On May 1, 2020, as a result of amendments to the Business Corporations Act (British Columbia), each British Columbia private company must have in place and thereafter maintain a transparency register which lists potentially sensitive information about certain "significant individuals" who own or control a significant number of its shares or who control the selection of a majority of its directors.
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British Columbia companies will have to search behind registered shareholders to determine which individuals ultimately have true control of the company, whether or not those individuals are currently listed on the share register. The shield of anonymity that those shareholders have previously enjoyed will be gone, and although the transparency register will not be available to the general public, the company's directors, certain law enforcement officials and regulators will have access to it.
Exemptions from the Transparency Register Requirements
Public companies, as well as companies formed outside of British Columbia but only registered to carry on business in British Columbia, are exempt from the requirement to keep the transparency register. However, British Columbia subsidiaries of public companies are not exempt and must still keep the transparency register.
Who is a "Significant Individual" That Must be Identified on the Transparency Register?
In essence, if an individual falls into one of the two following categories of ownership or control, he or she would be a "significant individual" and must be identified on the transparency register:
- Category 1 – Share Ownership
An individual who is the registered or beneficial owner of, or has indirect control over, either 25% of the issued shares of a company, or 25% of the voting shares of a company; OR
Category 2 – Rights Regarding Directors
An individual who has the right, or indirect control of the right, to elect, appoint or remove a majority of the directors of a company. This includes the ability to exercise direct and significant influence over an individual with such right or indirect control.
One individual can have different interests that, when combined, meet one of the thresholds, and there are rules to cover interests of different people that can, when taken together, add up to meet one of the thresholds. Determining who has indirect control of shares or indirect control over the selection of directors can be challenging in some circumstances. Once a company determines that someone is a significant individual, the company will have to notify that person.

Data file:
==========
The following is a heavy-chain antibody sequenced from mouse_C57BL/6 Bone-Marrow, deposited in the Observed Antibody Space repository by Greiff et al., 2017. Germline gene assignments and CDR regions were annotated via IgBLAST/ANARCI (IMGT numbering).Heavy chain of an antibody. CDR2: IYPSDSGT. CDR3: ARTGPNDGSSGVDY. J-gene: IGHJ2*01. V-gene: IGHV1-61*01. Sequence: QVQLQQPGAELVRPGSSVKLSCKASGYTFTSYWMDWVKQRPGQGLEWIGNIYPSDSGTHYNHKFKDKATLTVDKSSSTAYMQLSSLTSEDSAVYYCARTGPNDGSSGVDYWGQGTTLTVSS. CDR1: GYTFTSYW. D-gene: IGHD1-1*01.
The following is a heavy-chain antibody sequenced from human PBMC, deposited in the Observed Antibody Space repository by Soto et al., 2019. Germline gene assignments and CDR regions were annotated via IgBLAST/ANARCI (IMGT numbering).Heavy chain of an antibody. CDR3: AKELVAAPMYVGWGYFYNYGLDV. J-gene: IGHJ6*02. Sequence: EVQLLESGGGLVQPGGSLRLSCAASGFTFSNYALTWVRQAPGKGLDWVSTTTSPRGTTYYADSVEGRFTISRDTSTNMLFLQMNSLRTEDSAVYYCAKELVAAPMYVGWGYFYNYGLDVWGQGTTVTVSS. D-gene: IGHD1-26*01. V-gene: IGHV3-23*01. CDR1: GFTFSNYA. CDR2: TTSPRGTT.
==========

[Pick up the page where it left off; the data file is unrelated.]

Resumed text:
The Trend towards Transparency
The new British Columbia requirements follow the lead of, but differ from, recent Canadian federal corporate legislation requiring disclosure of "individuals with significant control". Two notable departures are the different tests for both control and share ownership. For example, the federal legislation considers, among other things, an individual who owns or controls shares representing 25% or more of the fair market value of the corporation as being an "individual with significant control". The British Columbia legislation does not have a fair market value threshold.
How to Learn More
For more information on the transparency register requirements, including the kind of information about significant individuals that must be disclosed, please see the article "The shareholder transparency track: The British Columbia Business Corporations Act is on it". Since that article was written, the British Columbia government passed a regulation setting May 1, 2020 as the effective date for having the transparency register in place and providing guidance on what is meant by "indirect control" for the purpose of the above categories, including special rules for trusts, partnerships and other relationships.
British Columbia private companies should act now to make the necessary inquiries to identify significant individuals and obtain the requisite information about those significant individuals that must be disclosed on the transparency register. In some cases the analysis of who must be identified on the transparency register can be complex.
If your company is affected by the new transparency register requirements, Gowling WLG can help you create the transparency register so that you are in compliance by May 1, 2020 and develop the procedures to update the transparency register on an ongoing basis as mandated by the new requirements.